It was reported this week that Gary Gensler, former chairman of the Commodity Future Trading Commission (CFTC), will vote for President-elect Joe Biden to take over the Securities and Exchange Commission (SEC). This is good news for the digital assets industry. From my experience with Gensler, whether it is digital assets, swaps or market structures, I can confirm that he is thoughtful and open-minded about the future of crypto assets and understands the role that enlightened regulators can play in promoting innovation. I can also promise that he won’t just be a cheerleader.
Jeff Bandman is the founder and principal of Bandman Advisors and a former senior CFTC official.
First of all, he gets it. He is clearly committed to understanding space on many levels – technology, politics, economics and so on. He testified before Congress on the politics and regulation of digital currencies, taught blockchain and digital currencies at the MIT Sloan School of Management, and participated in numerous public and private discussions in the US and internationally (some of which I have participated in and exchanged have) views). He’ll be ready to go, as well informed, and as busy with digital assets as one could hope to become chair of a U.S. financial regulator.
I think it is very likely that he will make market structure a high priority. Unlike previous SEC chairs with an enforcement or M&A background, Gensler’s background is in markets and financial technology, as well as politics.
When he joined the CFTC in 2009 following the financial crisis, he led a major reform of the OTC derivatives market under the 2009 G20 Pittsburgh Accords and helped draft the Dodd-Frank Law to reform and protect consumers on Wall Street. reorganizing the financial system. The CFTC passed over 65 rules in response to its Dodd-Frank mandate.
The industry has not always been happy with the results, to say the least. There have been many complaints that the CFTC’s reforms would irreparably damage the swap market.
However, the U.S. swap market by and large remains vibrant, liquid, and trustworthy, and continues to evolve with efficiency and resilience in March 2020 at the height of the COVID-19 pandemic. This will reinforce his belief that investors and other stakeholders trust well-regulated markets.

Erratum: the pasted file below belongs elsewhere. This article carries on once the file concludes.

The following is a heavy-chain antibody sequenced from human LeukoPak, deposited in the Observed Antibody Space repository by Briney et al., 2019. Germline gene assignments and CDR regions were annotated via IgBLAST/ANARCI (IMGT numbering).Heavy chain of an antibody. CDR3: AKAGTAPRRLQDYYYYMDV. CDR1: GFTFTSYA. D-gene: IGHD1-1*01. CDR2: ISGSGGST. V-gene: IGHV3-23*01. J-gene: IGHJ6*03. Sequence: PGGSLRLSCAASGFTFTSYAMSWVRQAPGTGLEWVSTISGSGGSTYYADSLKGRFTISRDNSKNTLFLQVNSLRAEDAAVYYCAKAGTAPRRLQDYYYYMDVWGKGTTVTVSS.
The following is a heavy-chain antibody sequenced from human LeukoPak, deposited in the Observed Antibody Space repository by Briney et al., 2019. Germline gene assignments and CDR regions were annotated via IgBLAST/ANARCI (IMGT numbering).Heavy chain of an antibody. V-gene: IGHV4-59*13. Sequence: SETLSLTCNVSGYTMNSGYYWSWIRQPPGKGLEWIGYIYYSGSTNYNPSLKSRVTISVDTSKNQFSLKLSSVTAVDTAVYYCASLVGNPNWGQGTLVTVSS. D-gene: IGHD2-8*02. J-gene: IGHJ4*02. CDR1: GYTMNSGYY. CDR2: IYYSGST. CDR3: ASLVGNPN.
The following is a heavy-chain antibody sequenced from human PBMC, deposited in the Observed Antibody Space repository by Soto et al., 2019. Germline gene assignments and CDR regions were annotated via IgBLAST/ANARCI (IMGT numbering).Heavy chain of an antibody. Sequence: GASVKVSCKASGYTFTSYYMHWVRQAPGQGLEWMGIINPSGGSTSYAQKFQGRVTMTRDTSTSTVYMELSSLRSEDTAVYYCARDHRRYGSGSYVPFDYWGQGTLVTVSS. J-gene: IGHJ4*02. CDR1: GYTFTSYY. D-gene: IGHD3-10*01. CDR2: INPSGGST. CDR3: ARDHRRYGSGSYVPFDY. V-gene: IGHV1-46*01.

See also: Gary Gensler – Even if a thousand projects fail, blockchain is still a catalyst for change (2019)
Aware of the influence of the established swap companies, Gensler tried to empower challengers and insurgents (within a strong regulatory framework). In cryptography, the “incumbents” are an entirely different population, but this dynamic could be repeated.
Gensler will have strong mandates and expectations from the progressive side of the aisle. Accordingly, we can expect a strong focus on investor protection to offset the encouragement of capital formation using crypto assets and the need to ensure that crypto does not become the side door or back door to bypass regulatory frameworks.
I assume we’ll see a lot more clarity about the market structure and infrastructure for crypto assets – the regulatory clarity that drives investor adoption and trust – and I would be shocked if there weren’t any things that do Make the industry howl.
I think we will finally see under Gensler that the SEC gives the green light to Bitcoin exchange traded retail funds (ETFs). I assume that he will closely examine and convince of data on the underlying liquidity of the spot market and the integrity of selected source marketplaces where pricing and formation take place.
The outlook could go from “I don’t want anything bad to happen on my watch” to “How can these American investors be offered safely”? Monitoring the underlying spot market could also play a bigger role for the SEC.
The role of the strategic center for innovation and financial technology (or FinHub) could also be strengthened. This office, overseen by Valerie A. Szczepanik, was recently raised to report directly to the SEC chair (in line with LabCFTC’s 2019 survey). Chairman Gensler can use FinHub not only for engagement, but also to encourage greater convergence of policy development and implementation in internal silos.
How will it continue internationally?
During Chairman Gensler’s CFTC tenure (late 2014), relations with other national regulators were strained to say the least. International regulators with long memories have already asked me about this, fearing that Gensler was trying to impose the US approach to swaps on other jurisdictions and that we may expect more of it.